Someone left me a comment regarding their baby that wasn't sleeping well because of colic. When babies cry incessantly early in their lives - it's usually because they have something happening with their digestive system. It could be reflux, or maybe an allergy. Or, as Michele wrote about, it could be the improper colonization of bacteria. William was lactose intolerant and we didn't get that figured out until he was several months old. He would scream every day, morning, noon and night. Once I made a few changes to my diet - and the formula I was supplementing him with - he was a different child. The girls both had reflux. We got them on the appropriate medication and they were different children.

If your baby is crying uncontrollably - there is something going on that shouldn't be.

Babies do not cry for no reason.

The point of this long-winded post is that if I can lovingly sleep train a seven-month-old infant with three-year-old triplets in a 1,600 square foot house (without a basement and not what could really be considered an attic), with sick children sleeping together in rooms that lack doors, and a barking dog, and a mother that calls in the middle of nap time to tell me to watch Oprah ... anyone can do it.

I cannot however, snack on an apple when there are a tray of O'Henry's in the fridge.

Because I am weak when it comes to chocolate.


  1. This was about the age we started putting SEVERAL pacifiers in the crib at night - all the same kind -so when the baby woke up they could find one easily and put themselves back to sleep. It worked very well for us.
    Congratulations on your successful sleep school.

  2. Congratulations on the sleep school graduation! I hope all the coming days are just as successful!

  3. hi Jen

    one thing you could try in addition to Zicam is a nasal bidet or neti pot. I've had one for years and it was even recently featured on Oprah.

    It looks weird but is easy.


  4. EXCELLENT! I couldn't agree with you more on just about everything! I think if you start young, you establish healthy sleep habits that stay with your children for the rest of their lives. My kids are still napping and they are 4.3 years old. Gregory took a 3 hour nap today with his brother! We've had a lot of resistance along the way. I've tweaked our schedule endlessly. I've spent hours and hours and hours and hours analyzing it. And I'll tell you what, it was WORTH IT! Because I have seriously happy kids. I think you know what I'm talking about it. When we go through a non-sleeping sleep hell phase, they are miserable and fight and whine and cry and I'm miserable and yell at them. I reall don't think people value sleep in our society. I think it's a terrible problem.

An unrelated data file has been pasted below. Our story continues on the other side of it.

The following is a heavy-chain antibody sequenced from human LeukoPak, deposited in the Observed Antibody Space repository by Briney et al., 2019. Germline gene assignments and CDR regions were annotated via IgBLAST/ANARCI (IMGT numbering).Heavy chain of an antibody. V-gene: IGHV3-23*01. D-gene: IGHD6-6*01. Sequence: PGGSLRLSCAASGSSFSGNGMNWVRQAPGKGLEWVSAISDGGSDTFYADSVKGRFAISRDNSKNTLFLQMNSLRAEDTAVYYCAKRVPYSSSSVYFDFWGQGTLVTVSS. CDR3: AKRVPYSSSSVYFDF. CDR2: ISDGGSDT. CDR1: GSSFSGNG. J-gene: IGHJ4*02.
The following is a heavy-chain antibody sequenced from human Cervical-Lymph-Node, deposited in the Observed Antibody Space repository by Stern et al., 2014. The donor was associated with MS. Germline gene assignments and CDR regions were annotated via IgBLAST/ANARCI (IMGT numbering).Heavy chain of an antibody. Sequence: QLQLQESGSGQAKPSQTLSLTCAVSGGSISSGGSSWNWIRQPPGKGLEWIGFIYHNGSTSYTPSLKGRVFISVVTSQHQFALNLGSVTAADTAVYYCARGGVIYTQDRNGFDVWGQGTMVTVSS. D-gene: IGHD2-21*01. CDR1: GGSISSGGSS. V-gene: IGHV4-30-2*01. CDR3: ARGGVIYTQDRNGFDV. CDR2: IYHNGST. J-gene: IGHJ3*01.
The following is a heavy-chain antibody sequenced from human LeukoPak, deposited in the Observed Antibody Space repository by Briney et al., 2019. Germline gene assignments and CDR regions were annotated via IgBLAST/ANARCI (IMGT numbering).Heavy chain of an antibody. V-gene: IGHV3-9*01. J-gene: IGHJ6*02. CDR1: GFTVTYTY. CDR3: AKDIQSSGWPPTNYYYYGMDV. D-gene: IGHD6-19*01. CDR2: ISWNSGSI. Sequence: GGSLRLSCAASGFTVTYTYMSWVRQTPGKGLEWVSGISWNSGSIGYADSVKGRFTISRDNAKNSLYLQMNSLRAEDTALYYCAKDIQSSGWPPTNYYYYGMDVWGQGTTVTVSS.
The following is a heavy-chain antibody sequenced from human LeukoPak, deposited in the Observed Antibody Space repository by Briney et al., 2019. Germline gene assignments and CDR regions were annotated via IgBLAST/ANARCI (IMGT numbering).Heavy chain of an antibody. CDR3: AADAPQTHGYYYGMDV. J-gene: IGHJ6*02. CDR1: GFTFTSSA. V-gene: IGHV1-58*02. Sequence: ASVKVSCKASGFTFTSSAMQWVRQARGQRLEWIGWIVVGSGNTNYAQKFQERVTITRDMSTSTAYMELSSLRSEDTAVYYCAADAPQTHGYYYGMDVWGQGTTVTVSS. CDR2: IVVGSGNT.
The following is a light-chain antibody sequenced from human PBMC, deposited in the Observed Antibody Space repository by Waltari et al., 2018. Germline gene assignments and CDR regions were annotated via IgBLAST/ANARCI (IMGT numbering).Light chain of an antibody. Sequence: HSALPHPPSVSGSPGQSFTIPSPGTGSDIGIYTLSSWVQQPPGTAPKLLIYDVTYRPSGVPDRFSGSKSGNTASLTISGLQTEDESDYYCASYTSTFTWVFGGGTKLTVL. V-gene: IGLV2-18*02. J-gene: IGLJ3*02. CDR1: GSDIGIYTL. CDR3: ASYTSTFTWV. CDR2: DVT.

So GOOD FOR YOU! I knew Henry would adapt and I really don't think letting him have that pacifier in the afternoon is a big deal. Really. I've analyzed it! I swear! :)

    Hope you are feeling better soon and take the damn antibiotics already. I do the same thing. Don't make me link that picture of my tonsils to you.

  5. Congratulations Graduate! Was there an official cap and gown ceremony, lol

  6. Sheila: I have heard about those neti pots. My mother, of course, watched that Oprah episode and sent me an article on them. I haven't purchased one yet, but I will look in to it more. The virus that lasts - despite zicam - for three weeks is simply unacceptable!!

    Michele: My tonsils are LONG gone, so no tonsillitis for me. They were removed (along with my adenoids) when I was 10. I really am feeling better today. I just need to improve my sleep (and undoubtedly) dietary habits!!

  7. Nursing + libido talk PLEASE.

  8. Hi Jen
    Yay for sleep school! And I have to second the recommendation for a neti pot. They are amazing for sicknesses...but then again so is sleep. Good luck with that!
    (Sorry I don't have a blog..I just like to read others. I do have 2 kids under 2, a dog and 2 cats. And I thought my house was crazy. Hah!)

  9. I have to second you on babies crying always have a reason. My little monkey had colic for 6 weeks. It was hell! Not just because of the non-stop crying, but also because I felt like I couldn't do anything to help him. We were on the right formula, but basic things I didn't know to do, were slowing me down. I had never heard of swaddling. An amazing secret! I swaddled him in my tshirts or hub's tshirts so he'd have our scent on him. I'd play the same soothing CD for him everyday. The Graco Nature's Swing was a LIFESAVER! Letting him sleep upright in his car-seat helped, especially on the dryer.

    I feel like I'm prepared so much more for the next one, but man...that learning curve with colic was steep. And I'm sure even with the experience, it would still be hard. I feel for any momma that has a colicky baby. It's tough stuff.

    On a totally unrelated note, Jen, that picture of you and the kiddos in bed in the last post? Priceless. LOVE it!

  10. How can you hold out on a sex talk? Don't you know we all need a sex talk around here? ;)

    Way to go Henry! I also did the same as HW said and put in several pacifiers so that they were easy to find. Sleep is a beautiful thing!

  11. Hey, can you come do some sleep schooling here?
    Clearly I need the help. :-)

  12. CONGRATS!!!!!!!! Now go eat the O'Henry bars -- you deserve it.